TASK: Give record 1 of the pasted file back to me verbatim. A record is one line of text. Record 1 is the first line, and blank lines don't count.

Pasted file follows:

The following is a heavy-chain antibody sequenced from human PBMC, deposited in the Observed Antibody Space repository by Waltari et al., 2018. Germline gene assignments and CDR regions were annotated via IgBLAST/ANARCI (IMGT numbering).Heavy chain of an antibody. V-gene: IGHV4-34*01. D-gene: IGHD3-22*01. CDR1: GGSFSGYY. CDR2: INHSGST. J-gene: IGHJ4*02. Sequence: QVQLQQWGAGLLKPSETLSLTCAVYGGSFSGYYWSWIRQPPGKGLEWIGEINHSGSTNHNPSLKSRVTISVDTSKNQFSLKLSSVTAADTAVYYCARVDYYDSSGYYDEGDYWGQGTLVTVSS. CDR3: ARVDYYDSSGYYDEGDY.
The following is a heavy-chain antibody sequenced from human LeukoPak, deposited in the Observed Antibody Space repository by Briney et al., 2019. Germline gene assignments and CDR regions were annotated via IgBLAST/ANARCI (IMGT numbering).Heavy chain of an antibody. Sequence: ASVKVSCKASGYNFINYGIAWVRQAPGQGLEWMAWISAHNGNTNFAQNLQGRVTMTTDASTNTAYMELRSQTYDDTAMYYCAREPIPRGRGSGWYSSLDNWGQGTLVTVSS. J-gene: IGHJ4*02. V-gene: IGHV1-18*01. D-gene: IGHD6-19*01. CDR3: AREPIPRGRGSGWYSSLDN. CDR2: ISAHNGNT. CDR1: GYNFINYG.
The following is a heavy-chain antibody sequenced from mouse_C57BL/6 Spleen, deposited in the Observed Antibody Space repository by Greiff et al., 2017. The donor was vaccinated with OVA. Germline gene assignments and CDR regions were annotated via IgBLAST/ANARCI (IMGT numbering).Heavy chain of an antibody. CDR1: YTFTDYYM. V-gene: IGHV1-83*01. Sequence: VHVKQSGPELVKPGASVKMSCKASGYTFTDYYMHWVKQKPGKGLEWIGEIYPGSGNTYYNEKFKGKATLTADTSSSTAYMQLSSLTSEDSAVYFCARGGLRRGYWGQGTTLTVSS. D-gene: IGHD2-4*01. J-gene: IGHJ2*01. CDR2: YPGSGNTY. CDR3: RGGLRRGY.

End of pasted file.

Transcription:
The following is a heavy-chain antibody sequenced from human PBMC, deposited in the Observed Antibody Space repository by Waltari et al., 2018. Germline gene assignments and CDR regions were annotated via IgBLAST/ANARCI (IMGT numbering).Heavy chain of an antibody. V-gene: IGHV4-34*01. D-gene: IGHD3-22*01. CDR1: GGSFSGYY. CDR2: INHSGST. J-gene: IGHJ4*02. Sequence: QVQLQQWGAGLLKPSETLSLTCAVYGGSFSGYYWSWIRQPPGKGLEWIGEINHSGSTNHNPSLKSRVTISVDTSKNQFSLKLSSVTAADTAVYYCARVDYYDSSGYYDEGDYWGQGTLVTVSS. CDR3: ARVDYYDSSGYYDEGDY.